Friendship is something that many ASD children find difficult to understand. The process of forming lasting bonds with others is a process that they find a mystery, and Matthew is no different to that. Matthew gave me the inspiration for today’s post when I was talking to him last night about his day at school and I asked him who he played with during break times. “No one” came the reply. This isn’t unusual from Matthew. On occasions where we’ve been round by the school at lunchtimes taking Daniel back to school where he’s had a home lunch, Matthew will be by himself. He makes no attempt to join in with the play of his peers.

What is more concerning though was the response I got when I asked him who he was friends with in his class. Again it was a negative response. I think a part of it is a trust issue with his peers after being on the receiving end from the class bully in P3, which ended up with Matthew being branded the aggressor when he eventually snapped and belted the bully. After being the victim, it was Matthew in the wrong, and Matthew who had to be moved out of the class. So if would be understandable for Matthew to think he can trust no one. The trouble with Matthew and ASD children in general is that they find it difficult to read social signals given out by others. Because Matthew is generally quiet and sensitive, I think he draws others to him. Several of the girls he’s encountered in class have a lot of time for him, but he’s unable to determine that they are being genuine in their attempts to befriend him, but crucially he’s unaware of the nuances of creating a long term bond. If someone makes friendship overtures towards us, and we like them, we are able to respond to that and create a bond. Matthew can’t. In four and a half years of being at school (including nursery) he hasn’t really bonded with any of his peers.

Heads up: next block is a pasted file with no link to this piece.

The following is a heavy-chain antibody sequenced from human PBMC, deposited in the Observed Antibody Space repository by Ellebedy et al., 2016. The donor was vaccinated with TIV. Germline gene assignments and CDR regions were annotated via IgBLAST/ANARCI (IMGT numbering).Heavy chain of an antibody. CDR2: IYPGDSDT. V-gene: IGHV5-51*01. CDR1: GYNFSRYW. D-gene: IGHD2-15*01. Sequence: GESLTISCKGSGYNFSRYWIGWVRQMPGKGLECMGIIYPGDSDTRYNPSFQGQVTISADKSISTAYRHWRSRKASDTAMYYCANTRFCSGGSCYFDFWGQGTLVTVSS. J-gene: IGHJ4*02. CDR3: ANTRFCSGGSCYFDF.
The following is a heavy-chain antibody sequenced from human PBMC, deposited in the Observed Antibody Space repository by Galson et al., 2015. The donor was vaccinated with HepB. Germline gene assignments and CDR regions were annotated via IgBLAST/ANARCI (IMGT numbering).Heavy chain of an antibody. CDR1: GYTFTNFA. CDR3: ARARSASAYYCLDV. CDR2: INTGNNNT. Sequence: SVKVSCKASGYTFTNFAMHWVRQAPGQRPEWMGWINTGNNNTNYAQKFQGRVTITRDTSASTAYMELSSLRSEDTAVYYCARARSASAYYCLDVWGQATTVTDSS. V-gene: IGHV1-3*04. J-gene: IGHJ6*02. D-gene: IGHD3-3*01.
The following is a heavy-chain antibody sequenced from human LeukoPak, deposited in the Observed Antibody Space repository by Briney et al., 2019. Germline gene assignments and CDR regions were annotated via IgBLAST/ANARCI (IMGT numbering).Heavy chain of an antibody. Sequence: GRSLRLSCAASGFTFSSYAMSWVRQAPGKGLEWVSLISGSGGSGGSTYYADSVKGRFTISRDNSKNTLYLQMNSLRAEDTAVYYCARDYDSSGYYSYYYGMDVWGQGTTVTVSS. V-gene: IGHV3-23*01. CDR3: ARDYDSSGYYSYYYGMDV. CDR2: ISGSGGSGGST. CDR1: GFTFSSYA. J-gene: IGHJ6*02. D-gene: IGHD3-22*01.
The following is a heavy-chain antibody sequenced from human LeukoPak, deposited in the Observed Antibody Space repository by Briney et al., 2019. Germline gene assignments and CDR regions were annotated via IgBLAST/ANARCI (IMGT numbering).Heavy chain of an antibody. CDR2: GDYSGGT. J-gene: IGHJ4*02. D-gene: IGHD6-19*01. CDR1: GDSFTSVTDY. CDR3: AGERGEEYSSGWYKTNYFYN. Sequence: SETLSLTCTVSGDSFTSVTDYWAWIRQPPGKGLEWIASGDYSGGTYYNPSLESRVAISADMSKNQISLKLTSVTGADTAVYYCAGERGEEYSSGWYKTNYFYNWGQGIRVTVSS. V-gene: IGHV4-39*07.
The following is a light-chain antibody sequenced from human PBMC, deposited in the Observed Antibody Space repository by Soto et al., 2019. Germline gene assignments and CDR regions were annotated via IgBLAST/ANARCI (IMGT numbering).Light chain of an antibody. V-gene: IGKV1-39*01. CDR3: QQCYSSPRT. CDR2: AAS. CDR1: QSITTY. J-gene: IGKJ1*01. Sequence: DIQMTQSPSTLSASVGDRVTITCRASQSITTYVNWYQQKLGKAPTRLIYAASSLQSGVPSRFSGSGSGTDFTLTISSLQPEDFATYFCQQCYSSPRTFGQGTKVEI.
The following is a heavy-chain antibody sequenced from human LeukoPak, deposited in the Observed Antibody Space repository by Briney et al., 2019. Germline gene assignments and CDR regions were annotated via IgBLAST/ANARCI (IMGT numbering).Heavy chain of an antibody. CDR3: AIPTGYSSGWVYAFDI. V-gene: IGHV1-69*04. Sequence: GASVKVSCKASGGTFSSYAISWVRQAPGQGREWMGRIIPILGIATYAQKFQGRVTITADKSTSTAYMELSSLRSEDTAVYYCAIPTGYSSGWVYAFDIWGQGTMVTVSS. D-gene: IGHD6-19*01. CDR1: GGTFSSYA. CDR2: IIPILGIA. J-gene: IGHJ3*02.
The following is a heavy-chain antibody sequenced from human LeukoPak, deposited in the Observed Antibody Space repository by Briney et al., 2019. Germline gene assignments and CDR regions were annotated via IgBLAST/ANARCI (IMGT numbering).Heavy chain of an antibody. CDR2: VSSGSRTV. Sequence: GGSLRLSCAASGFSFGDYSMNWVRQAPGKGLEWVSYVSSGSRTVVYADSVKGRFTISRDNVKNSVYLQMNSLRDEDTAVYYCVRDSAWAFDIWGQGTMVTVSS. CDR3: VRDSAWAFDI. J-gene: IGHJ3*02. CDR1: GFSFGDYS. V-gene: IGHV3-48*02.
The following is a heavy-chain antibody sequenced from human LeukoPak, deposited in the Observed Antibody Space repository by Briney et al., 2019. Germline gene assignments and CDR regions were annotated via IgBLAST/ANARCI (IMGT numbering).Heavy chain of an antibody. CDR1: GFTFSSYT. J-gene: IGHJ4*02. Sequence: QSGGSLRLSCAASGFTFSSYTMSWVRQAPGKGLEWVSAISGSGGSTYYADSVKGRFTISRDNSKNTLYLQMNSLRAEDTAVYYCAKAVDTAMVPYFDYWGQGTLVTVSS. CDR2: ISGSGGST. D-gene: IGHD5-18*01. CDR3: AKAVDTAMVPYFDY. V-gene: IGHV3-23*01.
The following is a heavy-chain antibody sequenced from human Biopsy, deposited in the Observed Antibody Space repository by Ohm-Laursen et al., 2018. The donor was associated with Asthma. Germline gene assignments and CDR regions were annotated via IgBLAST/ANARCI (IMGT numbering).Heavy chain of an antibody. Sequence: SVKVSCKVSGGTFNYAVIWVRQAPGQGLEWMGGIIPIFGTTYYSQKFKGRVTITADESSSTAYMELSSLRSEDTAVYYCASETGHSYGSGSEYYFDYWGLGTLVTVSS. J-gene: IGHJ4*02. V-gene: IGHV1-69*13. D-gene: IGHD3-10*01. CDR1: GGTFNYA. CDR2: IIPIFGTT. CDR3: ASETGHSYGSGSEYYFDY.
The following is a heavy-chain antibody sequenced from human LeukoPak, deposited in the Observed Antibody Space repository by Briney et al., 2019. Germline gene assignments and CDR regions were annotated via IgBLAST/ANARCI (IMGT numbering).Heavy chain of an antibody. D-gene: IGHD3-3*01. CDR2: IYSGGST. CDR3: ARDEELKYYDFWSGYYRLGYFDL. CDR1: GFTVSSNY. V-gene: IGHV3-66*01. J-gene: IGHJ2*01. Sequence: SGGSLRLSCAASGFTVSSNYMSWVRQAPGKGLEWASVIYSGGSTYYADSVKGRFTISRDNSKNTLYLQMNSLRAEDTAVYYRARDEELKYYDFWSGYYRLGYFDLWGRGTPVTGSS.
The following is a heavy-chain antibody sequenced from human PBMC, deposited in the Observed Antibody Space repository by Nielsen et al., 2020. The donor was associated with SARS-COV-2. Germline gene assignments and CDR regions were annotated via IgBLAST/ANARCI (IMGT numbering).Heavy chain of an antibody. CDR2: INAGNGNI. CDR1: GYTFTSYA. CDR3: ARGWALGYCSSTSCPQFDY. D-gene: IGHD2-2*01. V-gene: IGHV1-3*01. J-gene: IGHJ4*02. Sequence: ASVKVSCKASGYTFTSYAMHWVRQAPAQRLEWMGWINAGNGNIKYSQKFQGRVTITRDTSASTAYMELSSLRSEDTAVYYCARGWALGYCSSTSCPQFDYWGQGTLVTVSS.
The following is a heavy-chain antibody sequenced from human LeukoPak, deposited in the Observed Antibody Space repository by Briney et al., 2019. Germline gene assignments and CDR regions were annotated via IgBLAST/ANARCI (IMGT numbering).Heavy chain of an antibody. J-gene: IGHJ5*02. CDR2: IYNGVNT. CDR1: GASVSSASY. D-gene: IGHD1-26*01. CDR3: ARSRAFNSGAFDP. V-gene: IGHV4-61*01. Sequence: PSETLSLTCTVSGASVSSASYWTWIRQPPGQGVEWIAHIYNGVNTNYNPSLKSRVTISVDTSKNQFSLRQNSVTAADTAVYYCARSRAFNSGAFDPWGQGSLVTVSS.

A lot of that has to do with the school policy of rotating the make up of classes from year to year. Now, the thinking behind that is to help kids make a wide circle of friends. For children who easily understand the friendship game, they are able to retain previously formed friendships while making new ones. This policy has been a disaster for Matthew. He may form a temporary bond with someone before the classes are changed and he’s back to square one. To him, a person he knows should be in the same place – which is why he ignores classmates that are seen outside the school setting. So, take a person he is getting to know out of the class he is in, and they are outside of his daily experiences, and any budding friendship is discarded by Matthew.